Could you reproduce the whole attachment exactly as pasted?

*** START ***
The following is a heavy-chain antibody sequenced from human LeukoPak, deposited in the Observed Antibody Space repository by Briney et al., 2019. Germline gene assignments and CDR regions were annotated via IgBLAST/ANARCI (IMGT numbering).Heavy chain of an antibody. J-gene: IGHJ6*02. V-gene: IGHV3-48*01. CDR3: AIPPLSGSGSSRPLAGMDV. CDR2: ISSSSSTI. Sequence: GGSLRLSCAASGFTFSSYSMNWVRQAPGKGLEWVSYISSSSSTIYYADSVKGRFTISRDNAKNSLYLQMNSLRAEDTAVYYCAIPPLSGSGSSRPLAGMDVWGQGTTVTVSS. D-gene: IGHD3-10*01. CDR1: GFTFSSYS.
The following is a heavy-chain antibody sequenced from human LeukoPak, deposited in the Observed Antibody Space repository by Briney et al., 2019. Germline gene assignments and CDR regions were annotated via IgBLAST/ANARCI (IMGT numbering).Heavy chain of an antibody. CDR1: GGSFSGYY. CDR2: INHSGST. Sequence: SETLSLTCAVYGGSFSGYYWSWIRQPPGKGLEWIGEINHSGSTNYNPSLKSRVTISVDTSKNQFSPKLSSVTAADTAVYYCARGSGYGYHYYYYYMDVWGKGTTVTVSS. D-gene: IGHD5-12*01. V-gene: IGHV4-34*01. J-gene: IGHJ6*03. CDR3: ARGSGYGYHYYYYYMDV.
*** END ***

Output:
The following is a heavy-chain antibody sequenced from human LeukoPak, deposited in the Observed Antibody Space repository by Briney et al., 2019. Germline gene assignments and CDR regions were annotated via IgBLAST/ANARCI (IMGT numbering).Heavy chain of an antibody. J-gene: IGHJ6*02. V-gene: IGHV3-48*01. CDR3: AIPPLSGSGSSRPLAGMDV. CDR2: ISSSSSTI. Sequence: GGSLRLSCAASGFTFSSYSMNWVRQAPGKGLEWVSYISSSSSTIYYADSVKGRFTISRDNAKNSLYLQMNSLRAEDTAVYYCAIPPLSGSGSSRPLAGMDVWGQGTTVTVSS. D-gene: IGHD3-10*01. CDR1: GFTFSSYS.
The following is a heavy-chain antibody sequenced from human LeukoPak, deposited in the Observed Antibody Space repository by Briney et al., 2019. Germline gene assignments and CDR regions were annotated via IgBLAST/ANARCI (IMGT numbering).Heavy chain of an antibody. CDR1: GGSFSGYY. CDR2: INHSGST. Sequence: SETLSLTCAVYGGSFSGYYWSWIRQPPGKGLEWIGEINHSGSTNYNPSLKSRVTISVDTSKNQFSPKLSSVTAADTAVYYCARGSGYGYHYYYYYMDVWGKGTTVTVSS. D-gene: IGHD5-12*01. V-gene: IGHV4-34*01. J-gene: IGHJ6*03. CDR3: ARGSGYGYHYYYYYMDV.